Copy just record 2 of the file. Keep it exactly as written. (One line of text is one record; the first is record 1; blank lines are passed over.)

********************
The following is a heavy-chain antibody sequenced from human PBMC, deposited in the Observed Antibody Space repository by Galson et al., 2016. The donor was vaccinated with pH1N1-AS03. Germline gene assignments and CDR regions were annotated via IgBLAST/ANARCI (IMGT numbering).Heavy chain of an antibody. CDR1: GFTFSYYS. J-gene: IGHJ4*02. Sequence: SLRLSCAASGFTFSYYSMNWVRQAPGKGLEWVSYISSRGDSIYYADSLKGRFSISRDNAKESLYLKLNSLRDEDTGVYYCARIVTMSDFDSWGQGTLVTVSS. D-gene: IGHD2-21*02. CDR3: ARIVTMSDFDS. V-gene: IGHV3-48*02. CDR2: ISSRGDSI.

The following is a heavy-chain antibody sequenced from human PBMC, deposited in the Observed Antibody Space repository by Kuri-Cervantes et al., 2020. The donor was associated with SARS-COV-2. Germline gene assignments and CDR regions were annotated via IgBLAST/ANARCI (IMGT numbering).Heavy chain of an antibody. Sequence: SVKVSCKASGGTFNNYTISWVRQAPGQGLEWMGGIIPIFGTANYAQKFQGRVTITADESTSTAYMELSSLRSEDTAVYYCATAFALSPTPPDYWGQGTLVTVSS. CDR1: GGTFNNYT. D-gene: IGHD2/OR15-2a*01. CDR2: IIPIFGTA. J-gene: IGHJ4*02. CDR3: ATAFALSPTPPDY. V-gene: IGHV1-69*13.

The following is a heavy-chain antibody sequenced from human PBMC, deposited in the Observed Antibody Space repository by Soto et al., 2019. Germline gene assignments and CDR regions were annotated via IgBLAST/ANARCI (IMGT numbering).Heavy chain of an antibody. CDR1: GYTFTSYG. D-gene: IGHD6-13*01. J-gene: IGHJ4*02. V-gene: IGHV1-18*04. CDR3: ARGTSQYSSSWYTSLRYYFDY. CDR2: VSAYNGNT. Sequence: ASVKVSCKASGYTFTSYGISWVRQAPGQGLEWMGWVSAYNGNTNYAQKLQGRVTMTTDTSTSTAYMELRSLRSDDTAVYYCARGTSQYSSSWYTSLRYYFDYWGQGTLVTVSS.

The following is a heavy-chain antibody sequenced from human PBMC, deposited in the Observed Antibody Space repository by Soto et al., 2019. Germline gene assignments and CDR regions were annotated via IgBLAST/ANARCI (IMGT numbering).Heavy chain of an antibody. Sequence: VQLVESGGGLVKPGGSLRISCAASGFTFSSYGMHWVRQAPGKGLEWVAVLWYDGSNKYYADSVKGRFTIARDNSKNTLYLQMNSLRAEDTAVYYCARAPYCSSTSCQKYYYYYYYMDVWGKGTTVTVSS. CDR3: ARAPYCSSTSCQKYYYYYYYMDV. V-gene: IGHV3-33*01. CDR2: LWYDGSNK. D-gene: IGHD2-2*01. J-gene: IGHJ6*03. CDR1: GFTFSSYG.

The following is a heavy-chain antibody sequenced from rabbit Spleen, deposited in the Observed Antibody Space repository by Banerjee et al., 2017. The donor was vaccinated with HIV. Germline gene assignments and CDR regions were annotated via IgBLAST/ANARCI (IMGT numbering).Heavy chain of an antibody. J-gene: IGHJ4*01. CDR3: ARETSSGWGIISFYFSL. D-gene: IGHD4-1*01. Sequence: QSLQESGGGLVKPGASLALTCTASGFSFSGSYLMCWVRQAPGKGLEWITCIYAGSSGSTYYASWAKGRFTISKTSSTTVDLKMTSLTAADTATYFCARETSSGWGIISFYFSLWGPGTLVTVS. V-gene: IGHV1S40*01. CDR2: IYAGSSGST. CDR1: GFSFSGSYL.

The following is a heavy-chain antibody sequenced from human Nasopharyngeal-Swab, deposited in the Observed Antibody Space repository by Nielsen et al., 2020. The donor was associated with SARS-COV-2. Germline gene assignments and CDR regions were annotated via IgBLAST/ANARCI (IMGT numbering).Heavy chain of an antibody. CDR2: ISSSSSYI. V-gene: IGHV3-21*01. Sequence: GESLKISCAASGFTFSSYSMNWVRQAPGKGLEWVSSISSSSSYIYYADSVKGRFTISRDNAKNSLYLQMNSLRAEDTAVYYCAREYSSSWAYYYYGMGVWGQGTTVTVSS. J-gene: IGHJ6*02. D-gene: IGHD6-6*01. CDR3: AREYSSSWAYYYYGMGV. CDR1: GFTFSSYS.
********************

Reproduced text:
The following is a heavy-chain antibody sequenced from human PBMC, deposited in the Observed Antibody Space repository by Kuri-Cervantes et al., 2020. The donor was associated with SARS-COV-2. Germline gene assignments and CDR regions were annotated via IgBLAST/ANARCI (IMGT numbering).Heavy chain of an antibody. Sequence: SVKVSCKASGGTFNNYTISWVRQAPGQGLEWMGGIIPIFGTANYAQKFQGRVTITADESTSTAYMELSSLRSEDTAVYYCATAFALSPTPPDYWGQGTLVTVSS. CDR1: GGTFNNYT. D-gene: IGHD2/OR15-2a*01. CDR2: IIPIFGTA. J-gene: IGHJ4*02. CDR3: ATAFALSPTPPDY. V-gene: IGHV1-69*13.